By now, you've probably heard the news: A&E has suspended Phil Robertson from appearing in any episodes of "Duck Dynasty" in the wake of GLAAD's criticism of his comments about homosexuality during an interview with GQ magazine. Since the entire universe, it seems, is weighing in with their thoughts about the incident, I'll keep mine brief:
—We, as citizens, have freedom of speech in this country. But when we sign a contract to appear on a television show, we sacrifice some of that freedom. The Federal Communications Commission, for example, has rules about what you can and can't say on the air; and if a network deems your comments in, say, a newspaper or magazine interview detrimental to business interests, they can suspend or fire you. Period. With that said, the Robertsons likely have a bigger fan base than Oprah and could launch their own network if they wanted to.
—Robertson could have perhaps better communicated his message—and avoided his current predicament—by choosing his words a little more carefully. People aren't as outraged about his reciting of Scripture as they are the graphic nature of the rest of comments.
—What did the Robertsons really have to gain from a feature in GQ, anyway?
Moving on ...
Every year, I hear a lot about the "war on Christmas." I'm a Christian. I say "merry Christmas" and have never been attacked for doing so. Are some folks bothered by Christmas? Sure. Do some folks get irate at the mere mention of Christ? Yes. But even so, I am less concerned about people trying to take "Christ" out of "Christmas" each December than I am with Christians (myself included) not taking the message of Christ out into the world year-round. I am also not concerned as much about the color of Jesus' skin as I am with his blood and what color it has washed my sin.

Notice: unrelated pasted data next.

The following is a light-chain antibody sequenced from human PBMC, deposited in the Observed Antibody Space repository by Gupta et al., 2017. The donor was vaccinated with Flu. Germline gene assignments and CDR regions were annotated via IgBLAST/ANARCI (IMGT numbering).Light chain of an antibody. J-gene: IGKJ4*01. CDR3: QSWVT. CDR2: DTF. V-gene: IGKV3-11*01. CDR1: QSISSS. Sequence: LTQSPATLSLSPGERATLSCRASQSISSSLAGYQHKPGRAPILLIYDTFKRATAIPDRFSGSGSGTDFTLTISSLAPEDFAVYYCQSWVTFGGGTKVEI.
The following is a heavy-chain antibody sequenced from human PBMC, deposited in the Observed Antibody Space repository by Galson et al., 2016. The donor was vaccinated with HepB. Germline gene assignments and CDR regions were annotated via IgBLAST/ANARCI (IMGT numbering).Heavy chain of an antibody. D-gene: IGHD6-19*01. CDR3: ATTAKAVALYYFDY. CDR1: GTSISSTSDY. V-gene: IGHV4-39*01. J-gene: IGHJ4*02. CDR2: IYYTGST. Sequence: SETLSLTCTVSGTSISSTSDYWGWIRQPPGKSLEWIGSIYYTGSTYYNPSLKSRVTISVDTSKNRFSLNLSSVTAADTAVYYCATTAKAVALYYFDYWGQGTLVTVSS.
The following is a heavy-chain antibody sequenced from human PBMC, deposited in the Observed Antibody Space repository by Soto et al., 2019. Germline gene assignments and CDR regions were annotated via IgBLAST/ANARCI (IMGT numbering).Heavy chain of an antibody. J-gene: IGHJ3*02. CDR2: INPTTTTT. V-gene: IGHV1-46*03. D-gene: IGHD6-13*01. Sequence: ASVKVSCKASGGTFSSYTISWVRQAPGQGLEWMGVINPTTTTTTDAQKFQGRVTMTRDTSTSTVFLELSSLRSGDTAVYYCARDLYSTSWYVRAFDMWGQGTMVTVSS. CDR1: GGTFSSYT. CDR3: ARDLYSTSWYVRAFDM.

Also, I've always thought of Santa as being more of a wind-chapped pink. Or invisible.
Since we're on the topic of Jesus, I'd like to ask all the Christians in my social media feeds a question: Which is more important, sharing the flaws of President Barack Obama or the greatness of Christ?
Equality and fairness will never happen for everyone because everyone will never agree on what equality and fairness mean.
If it's OK to be served a meal by someone whose views or lifestyle differ from yours, it's OK for you to tip them.
Community forums can go a long way toward helping solve the problems plaguing our society. So can homes with active, dedicated and loving fathers.
The man who died in a local road rage incident Tuesday was my son's basketball coach last year. The whole episode is dreadfully sad. He was a dedicated coach who was great with the kids and who left behind three kids of his own. I don't know what happened on the corner of Moore Road and North Terrace, but I do know that nobody deserved to die because of it.
Can we all slow down, please? Can we stop and think about the big picture for a minute? Can we take a minute to think about our priorities? Can we at least pretend to have at least a passing respect for each other? Three kids lost their dad a week before Christmas. And we seem to have lost our collective minds.
Bill Colrus writes about (in no particular order) news, culture and media. You can find him on Facebook, follow him on Twitter or reach him at email@example.com. The opinions expressed in this column belong solely to the author, not Nooga.com or its employees.
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